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As we prep to flip the calendar to October, football season starts to feel more serious.
Most teams are making their playoff pushes and some are fighting for their playoff lives. The weather will start to level off this month and the run game will become increasingly important. With that, the conversation about award winners will start to take shape.
We’ve started to look at MOP candidates, but to piggyback an argument that’s started to pick up steam on Twitter of late, let’s have a conversation about the Coach of the Year award.
I think it’s fair to say that conversation revolves around Craig Dickenson, Orlondo Steinauer and Khari Jones.
In a league with a 100-plus year history, I tend to assume that just about all of the crazy/unexpected/unpredictable has happened. But it’s rare, to say the least, that the top-three candidates for coach of the year are all first-time head coaches. And how often are two of the candidates hired after Jan. 1?
Let’s start in Saskatchewan, where Dickenson made the move to head coach after 16 years on CFL sidelines, the majority of them as a special teams coordinator — a title he held on to when he was hired as head coach. The Riders went through their share of early challenges this year, abruptly losing Chris Jones to the NFL, then losing Zach Collaros just minutes into their season opener.
Dickenson will credit offensive coordinator Steve McAdoo and QBs coach Steve Walsh for the job they’ve done with Cody Fajardo, but as eight of the league’s nine head coaches have learned this year, adjusting to giving extended/permanent reps to your backup is no easy task. The Riders sit at 9-4, matching the first-place Calgary Stampeders’ record, where of course, Craig’s brother Dave runs the show. Calgary has the edge in the standings thanks to their Week 4 win in Regina and they’ll see each other again on Oct 11 in Calgary. Speaking of firsts, how much fun would a brother vs. brother playoff match be?
In the East, Orlondo Steinauer has made a great case for the coach of the year award. The Ticats are a league-best 11-3 and are back home after a tough three-game West trip that saw them beat Edmonton and Winnipeg. Their only loss on that West tour came from a miraculous Tre Roberson blocked field goal in Calgary.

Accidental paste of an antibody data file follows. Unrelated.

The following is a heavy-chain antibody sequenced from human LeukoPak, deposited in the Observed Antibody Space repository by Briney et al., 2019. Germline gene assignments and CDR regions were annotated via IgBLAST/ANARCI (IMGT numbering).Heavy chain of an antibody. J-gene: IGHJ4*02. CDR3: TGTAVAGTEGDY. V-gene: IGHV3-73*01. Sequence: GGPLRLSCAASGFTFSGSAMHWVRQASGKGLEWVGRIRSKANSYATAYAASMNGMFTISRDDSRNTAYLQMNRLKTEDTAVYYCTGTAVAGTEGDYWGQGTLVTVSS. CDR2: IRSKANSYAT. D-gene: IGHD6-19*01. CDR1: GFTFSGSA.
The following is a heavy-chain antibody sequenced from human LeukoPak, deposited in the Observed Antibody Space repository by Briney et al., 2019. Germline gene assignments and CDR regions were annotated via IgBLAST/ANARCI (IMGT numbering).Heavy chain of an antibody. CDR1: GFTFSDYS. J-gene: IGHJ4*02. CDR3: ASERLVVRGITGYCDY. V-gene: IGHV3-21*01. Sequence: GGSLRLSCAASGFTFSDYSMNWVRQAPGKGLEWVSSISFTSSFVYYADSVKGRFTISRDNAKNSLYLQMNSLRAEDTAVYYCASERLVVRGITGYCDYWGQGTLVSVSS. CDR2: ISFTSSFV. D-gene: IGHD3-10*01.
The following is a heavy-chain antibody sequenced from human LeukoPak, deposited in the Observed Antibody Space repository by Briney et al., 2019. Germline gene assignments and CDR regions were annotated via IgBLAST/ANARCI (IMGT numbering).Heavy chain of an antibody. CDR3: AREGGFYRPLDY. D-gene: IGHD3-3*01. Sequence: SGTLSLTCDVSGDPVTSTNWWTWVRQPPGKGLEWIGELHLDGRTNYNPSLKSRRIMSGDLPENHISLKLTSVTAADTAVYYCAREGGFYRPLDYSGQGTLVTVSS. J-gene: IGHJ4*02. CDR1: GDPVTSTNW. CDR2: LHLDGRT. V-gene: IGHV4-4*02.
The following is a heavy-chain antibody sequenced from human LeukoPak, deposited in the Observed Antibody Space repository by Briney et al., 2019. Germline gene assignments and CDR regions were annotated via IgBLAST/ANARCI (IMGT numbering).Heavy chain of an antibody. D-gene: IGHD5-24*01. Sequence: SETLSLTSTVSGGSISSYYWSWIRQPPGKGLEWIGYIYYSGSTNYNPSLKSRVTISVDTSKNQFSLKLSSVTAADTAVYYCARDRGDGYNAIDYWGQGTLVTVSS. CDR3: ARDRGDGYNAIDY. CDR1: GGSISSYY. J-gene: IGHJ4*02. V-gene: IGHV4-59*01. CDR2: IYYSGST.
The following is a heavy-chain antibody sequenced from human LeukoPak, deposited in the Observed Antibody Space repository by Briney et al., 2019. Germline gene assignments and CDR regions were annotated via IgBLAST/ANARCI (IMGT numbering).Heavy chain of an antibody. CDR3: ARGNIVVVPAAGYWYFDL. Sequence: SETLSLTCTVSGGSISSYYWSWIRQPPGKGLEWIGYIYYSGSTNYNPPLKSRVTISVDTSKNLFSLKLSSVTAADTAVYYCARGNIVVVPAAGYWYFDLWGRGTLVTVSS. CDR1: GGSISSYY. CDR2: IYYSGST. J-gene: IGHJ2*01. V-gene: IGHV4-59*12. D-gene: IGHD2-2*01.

Add in the injuries that the Ticats have had to deal with and Steinauer’s resume this year becomes more impressive. They lost Jeremiah Masoli in Week 7 to a torn ACL. Dane Evans has gone 6-2 in his place.
Losing their starting quarterback and the reigning East MOP wasn’t their only problem. The Ticats have rolled through five running backs this year, after losing Canadian Sean Thomas Erlington and Cam Marshall to the six-game injured list. Veteran receiver Luke Tasker has missed chunks of the season as well. Cornerback Delvin Breaux and d-linemen Adrian Tracy and Jamaal Westerman have also landed on the six-game list.
Still, the Ticats have rolled through their schedule this season. With four games left — they have Edmonton, Ottawa, Montreal and Toronto in front of them — the Ticats are just two wins away from posting their best regular-season record ever. Steinauer will tell you that the Grey Cup is the only goal that matters, but the season his team has had should earn him some serious consideration from voters in November.
Finally, we have Jones in Montreal. His team’s 7-6 record isn’t as impressive as the Ticats or Riders, but you have to consider the change that Jones has brought to a longtime beleaguered Alouettes team.
Jones took the head coaching job six days before the Als played their season-opener in Edmonton. The team has missed the playoffs the last four years, winning a combined 21 games in that span. Add in the organization falling under temporary league ownership, then having GM Kavis Reed fired in July and the pieces were in place for another forgettable season.
Jones took a team that had grown accustomed to losing and seemingly instilled an irrepressible spirit from the get-go. The Als have had two incredible comeback victories this season, stealing a double-OT win in Calgary and erasing a 24-point deficit against Winnipeg two weeks ago. They upended Toronto in the Touchdown Atlantic game and almost pulled out a late comeback against the BC Lions in Vancouver this past weekend; a place that’s been historically cruel to them.
That game might serve as a point to knock Jones’ case at the award this year. He’s been an adventurous play-caller this season, successfully running trick plays in wins over Edmonton and Toronto. His choice to go for it from BC’s two-yard line with 1:10 left to play down 25-23 caught its share of criticism when all his team needed was a chip shot field goal to go in front.
Herb Zurkowsky made an excellent point on the play call in the Montreal Gazette: the failure here is on execution more than on the call itself. Antonio Pipkin fumbled the ball outside of the end zone. If the team settled for the short field goal to go up one, they would have put the ball in Mike Reilly’s hands with a minute on the clock. Regardless of how poorly the Lions have played this year, Reilly has a history of success on late-game drives. Odds are he could at least get his team within field goal range to close out the game.
The Ticats have four games left, while the Als and Riders have five each. Dickenson, Steinauer, and Jones have made strong cases for the COY argument, but these final games will likely be the ones that make the difference in the minds of voters. Fans can ensure the argument will carry on from week-to-week for the rest of the season.